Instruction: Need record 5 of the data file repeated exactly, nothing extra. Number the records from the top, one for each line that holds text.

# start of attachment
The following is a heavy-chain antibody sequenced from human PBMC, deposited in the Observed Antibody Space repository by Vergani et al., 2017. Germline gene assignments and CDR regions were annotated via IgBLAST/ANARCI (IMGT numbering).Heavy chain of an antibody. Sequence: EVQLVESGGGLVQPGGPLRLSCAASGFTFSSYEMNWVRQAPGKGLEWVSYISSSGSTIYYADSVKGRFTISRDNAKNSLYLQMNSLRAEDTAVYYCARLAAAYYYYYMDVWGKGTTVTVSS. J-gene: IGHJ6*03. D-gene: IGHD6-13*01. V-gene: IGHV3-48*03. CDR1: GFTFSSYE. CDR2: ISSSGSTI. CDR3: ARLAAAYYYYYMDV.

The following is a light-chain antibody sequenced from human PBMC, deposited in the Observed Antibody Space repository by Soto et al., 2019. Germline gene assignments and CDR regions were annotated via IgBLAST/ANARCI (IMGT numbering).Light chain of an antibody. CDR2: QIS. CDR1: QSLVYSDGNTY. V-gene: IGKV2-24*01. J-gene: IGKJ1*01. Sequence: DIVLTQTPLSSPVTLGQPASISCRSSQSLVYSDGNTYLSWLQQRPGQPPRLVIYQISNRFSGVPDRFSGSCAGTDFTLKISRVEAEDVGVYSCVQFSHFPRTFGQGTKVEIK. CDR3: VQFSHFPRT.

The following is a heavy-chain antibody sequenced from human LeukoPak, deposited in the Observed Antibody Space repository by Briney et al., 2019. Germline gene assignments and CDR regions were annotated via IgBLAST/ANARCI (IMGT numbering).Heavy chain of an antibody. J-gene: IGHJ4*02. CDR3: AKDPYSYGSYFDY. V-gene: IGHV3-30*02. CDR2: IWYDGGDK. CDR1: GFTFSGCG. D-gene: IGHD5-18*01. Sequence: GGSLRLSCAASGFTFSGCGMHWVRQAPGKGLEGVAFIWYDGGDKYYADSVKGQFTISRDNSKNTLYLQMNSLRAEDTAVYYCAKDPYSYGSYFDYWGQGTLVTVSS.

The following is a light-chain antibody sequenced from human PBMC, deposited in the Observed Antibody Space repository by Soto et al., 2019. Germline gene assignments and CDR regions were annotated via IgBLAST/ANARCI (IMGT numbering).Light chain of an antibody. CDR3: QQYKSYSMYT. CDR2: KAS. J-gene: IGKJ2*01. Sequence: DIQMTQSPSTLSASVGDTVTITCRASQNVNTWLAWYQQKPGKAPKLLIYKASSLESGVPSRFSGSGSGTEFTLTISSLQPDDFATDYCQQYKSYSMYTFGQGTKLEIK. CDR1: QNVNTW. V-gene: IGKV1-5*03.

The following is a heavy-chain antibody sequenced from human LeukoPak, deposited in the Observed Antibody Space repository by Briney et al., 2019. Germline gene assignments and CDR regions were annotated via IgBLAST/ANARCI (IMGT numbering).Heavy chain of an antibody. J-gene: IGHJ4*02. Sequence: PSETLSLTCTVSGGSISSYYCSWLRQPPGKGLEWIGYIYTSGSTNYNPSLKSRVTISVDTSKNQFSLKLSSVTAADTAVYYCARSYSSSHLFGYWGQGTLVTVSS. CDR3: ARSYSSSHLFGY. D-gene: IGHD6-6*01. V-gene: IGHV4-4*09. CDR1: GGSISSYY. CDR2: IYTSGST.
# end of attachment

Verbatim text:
The following is a heavy-chain antibody sequenced from human LeukoPak, deposited in the Observed Antibody Space repository by Briney et al., 2019. Germline gene assignments and CDR regions were annotated via IgBLAST/ANARCI (IMGT numbering).Heavy chain of an antibody. J-gene: IGHJ4*02. Sequence: PSETLSLTCTVSGGSISSYYCSWLRQPPGKGLEWIGYIYTSGSTNYNPSLKSRVTISVDTSKNQFSLKLSSVTAADTAVYYCARSYSSSHLFGYWGQGTLVTVSS. CDR3: ARSYSSSHLFGY. D-gene: IGHD6-6*01. V-gene: IGHV4-4*09. CDR1: GGSISSYY. CDR2: IYTSGST.